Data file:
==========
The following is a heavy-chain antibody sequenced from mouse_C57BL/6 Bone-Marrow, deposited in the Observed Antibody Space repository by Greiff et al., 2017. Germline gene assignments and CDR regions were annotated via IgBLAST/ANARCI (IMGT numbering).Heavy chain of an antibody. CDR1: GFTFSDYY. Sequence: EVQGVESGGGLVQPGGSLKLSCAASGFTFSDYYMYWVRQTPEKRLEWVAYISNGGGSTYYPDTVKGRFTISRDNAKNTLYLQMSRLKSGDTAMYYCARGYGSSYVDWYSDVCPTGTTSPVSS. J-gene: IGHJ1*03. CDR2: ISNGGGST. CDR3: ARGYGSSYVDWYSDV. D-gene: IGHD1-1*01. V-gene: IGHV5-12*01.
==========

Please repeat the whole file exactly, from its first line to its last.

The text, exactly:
The following is a heavy-chain antibody sequenced from mouse_C57BL/6 Bone-Marrow, deposited in the Observed Antibody Space repository by Greiff et al., 2017. Germline gene assignments and CDR regions were annotated via IgBLAST/ANARCI (IMGT numbering).Heavy chain of an antibody. CDR1: GFTFSDYY. Sequence: EVQGVESGGGLVQPGGSLKLSCAASGFTFSDYYMYWVRQTPEKRLEWVAYISNGGGSTYYPDTVKGRFTISRDNAKNTLYLQMSRLKSGDTAMYYCARGYGSSYVDWYSDVCPTGTTSPVSS. J-gene: IGHJ1*03. CDR2: ISNGGGST. CDR3: ARGYGSSYVDWYSDV. D-gene: IGHD1-1*01. V-gene: IGHV5-12*01.